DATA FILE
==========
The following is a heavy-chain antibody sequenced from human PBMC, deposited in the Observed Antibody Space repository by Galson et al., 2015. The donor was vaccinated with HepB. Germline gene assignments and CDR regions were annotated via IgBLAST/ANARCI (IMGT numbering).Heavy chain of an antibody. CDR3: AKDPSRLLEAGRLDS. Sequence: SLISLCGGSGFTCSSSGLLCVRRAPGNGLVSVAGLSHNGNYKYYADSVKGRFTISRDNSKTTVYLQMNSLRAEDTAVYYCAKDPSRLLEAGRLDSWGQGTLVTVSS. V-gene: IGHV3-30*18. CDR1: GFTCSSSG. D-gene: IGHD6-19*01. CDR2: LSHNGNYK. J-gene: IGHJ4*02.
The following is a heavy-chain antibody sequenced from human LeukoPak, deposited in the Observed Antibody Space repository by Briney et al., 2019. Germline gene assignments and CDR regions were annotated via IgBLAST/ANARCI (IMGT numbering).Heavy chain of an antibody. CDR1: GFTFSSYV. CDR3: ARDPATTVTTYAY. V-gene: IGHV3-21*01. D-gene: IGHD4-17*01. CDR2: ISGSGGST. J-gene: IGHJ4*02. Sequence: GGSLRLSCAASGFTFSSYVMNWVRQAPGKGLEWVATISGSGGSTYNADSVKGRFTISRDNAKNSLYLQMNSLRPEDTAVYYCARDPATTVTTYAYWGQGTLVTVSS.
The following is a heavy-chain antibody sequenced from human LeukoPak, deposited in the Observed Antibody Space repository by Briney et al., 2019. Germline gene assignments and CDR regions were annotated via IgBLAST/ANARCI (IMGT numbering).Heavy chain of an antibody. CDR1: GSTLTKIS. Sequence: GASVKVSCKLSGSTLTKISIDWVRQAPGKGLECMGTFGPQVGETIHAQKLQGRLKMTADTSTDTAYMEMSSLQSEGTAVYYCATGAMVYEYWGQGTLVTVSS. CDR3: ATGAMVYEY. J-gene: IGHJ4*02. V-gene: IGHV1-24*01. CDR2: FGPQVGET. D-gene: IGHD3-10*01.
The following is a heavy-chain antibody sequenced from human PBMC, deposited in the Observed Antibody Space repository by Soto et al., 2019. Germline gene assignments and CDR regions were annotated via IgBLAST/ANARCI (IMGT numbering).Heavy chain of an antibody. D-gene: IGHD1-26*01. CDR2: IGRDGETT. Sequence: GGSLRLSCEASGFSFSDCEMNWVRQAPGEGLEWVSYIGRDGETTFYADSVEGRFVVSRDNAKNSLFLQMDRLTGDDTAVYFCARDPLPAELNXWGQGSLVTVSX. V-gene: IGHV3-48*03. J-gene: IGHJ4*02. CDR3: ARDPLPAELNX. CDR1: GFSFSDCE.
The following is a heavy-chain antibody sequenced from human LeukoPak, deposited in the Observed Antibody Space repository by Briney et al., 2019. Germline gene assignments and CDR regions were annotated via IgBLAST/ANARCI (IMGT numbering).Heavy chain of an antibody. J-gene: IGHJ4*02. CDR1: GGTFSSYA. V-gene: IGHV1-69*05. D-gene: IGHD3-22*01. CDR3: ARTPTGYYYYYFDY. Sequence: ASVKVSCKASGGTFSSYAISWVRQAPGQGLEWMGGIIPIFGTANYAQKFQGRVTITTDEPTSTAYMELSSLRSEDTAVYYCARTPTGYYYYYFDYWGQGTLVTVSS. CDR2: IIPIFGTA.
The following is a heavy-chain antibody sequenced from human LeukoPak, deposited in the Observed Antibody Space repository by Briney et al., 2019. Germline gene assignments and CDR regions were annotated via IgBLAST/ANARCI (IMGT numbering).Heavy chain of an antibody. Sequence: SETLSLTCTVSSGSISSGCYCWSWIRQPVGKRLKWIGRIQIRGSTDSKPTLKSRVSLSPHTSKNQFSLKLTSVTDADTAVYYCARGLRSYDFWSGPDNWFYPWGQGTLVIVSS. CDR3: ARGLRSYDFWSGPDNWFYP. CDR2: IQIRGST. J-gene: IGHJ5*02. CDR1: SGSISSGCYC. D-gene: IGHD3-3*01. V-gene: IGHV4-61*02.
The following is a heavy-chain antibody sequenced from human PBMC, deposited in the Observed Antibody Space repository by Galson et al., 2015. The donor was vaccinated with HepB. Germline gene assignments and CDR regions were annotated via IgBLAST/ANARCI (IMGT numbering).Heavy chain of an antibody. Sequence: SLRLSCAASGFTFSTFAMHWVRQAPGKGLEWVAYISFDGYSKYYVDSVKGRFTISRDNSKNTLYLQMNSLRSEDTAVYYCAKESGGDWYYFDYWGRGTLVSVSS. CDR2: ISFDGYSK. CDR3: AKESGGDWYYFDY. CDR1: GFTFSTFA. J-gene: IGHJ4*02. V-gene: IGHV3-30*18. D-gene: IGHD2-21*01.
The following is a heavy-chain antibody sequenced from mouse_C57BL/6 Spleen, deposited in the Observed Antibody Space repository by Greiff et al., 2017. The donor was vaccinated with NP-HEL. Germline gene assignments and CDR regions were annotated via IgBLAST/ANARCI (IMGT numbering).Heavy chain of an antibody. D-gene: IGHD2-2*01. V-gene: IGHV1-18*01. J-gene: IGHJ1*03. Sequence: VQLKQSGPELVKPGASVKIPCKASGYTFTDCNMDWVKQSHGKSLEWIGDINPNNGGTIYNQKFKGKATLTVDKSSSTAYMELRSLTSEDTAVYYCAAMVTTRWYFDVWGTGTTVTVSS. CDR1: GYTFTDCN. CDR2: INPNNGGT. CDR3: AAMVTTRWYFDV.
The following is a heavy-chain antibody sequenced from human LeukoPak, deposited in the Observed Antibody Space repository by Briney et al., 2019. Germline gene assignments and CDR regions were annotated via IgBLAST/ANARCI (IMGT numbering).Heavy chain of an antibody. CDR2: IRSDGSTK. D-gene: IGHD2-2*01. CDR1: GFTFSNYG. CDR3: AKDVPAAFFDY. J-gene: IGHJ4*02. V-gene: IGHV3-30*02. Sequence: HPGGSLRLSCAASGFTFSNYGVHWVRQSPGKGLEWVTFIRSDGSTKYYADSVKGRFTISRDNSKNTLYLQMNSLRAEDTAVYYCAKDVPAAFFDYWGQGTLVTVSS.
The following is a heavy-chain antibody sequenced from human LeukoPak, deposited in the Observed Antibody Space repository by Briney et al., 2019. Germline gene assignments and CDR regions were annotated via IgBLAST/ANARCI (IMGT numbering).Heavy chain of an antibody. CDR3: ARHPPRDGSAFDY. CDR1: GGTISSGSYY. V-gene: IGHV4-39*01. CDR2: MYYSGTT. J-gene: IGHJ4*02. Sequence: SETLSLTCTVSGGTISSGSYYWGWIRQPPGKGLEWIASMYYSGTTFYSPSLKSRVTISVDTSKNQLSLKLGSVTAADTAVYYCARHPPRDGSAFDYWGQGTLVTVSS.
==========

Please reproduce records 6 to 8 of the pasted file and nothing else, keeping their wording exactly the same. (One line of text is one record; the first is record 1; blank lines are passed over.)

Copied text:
The following is a heavy-chain antibody sequenced from human LeukoPak, deposited in the Observed Antibody Space repository by Briney et al., 2019. Germline gene assignments and CDR regions were annotated via IgBLAST/ANARCI (IMGT numbering).Heavy chain of an antibody. Sequence: SETLSLTCTVSSGSISSGCYCWSWIRQPVGKRLKWIGRIQIRGSTDSKPTLKSRVSLSPHTSKNQFSLKLTSVTDADTAVYYCARGLRSYDFWSGPDNWFYPWGQGTLVIVSS. CDR3: ARGLRSYDFWSGPDNWFYP. CDR2: IQIRGST. J-gene: IGHJ5*02. CDR1: SGSISSGCYC. D-gene: IGHD3-3*01. V-gene: IGHV4-61*02.
The following is a heavy-chain antibody sequenced from human PBMC, deposited in the Observed Antibody Space repository by Galson et al., 2015. The donor was vaccinated with HepB. Germline gene assignments and CDR regions were annotated via IgBLAST/ANARCI (IMGT numbering).Heavy chain of an antibody. Sequence: SLRLSCAASGFTFSTFAMHWVRQAPGKGLEWVAYISFDGYSKYYVDSVKGRFTISRDNSKNTLYLQMNSLRSEDTAVYYCAKESGGDWYYFDYWGRGTLVSVSS. CDR2: ISFDGYSK. CDR3: AKESGGDWYYFDY. CDR1: GFTFSTFA. J-gene: IGHJ4*02. V-gene: IGHV3-30*18. D-gene: IGHD2-21*01.
The following is a heavy-chain antibody sequenced from mouse_C57BL/6 Spleen, deposited in the Observed Antibody Space repository by Greiff et al., 2017. The donor was vaccinated with NP-HEL. Germline gene assignments and CDR regions were annotated via IgBLAST/ANARCI (IMGT numbering).Heavy chain of an antibody. D-gene: IGHD2-2*01. V-gene: IGHV1-18*01. J-gene: IGHJ1*03. Sequence: VQLKQSGPELVKPGASVKIPCKASGYTFTDCNMDWVKQSHGKSLEWIGDINPNNGGTIYNQKFKGKATLTVDKSSSTAYMELRSLTSEDTAVYYCAAMVTTRWYFDVWGTGTTVTVSS. CDR1: GYTFTDCN. CDR2: INPNNGGT. CDR3: AAMVTTRWYFDV.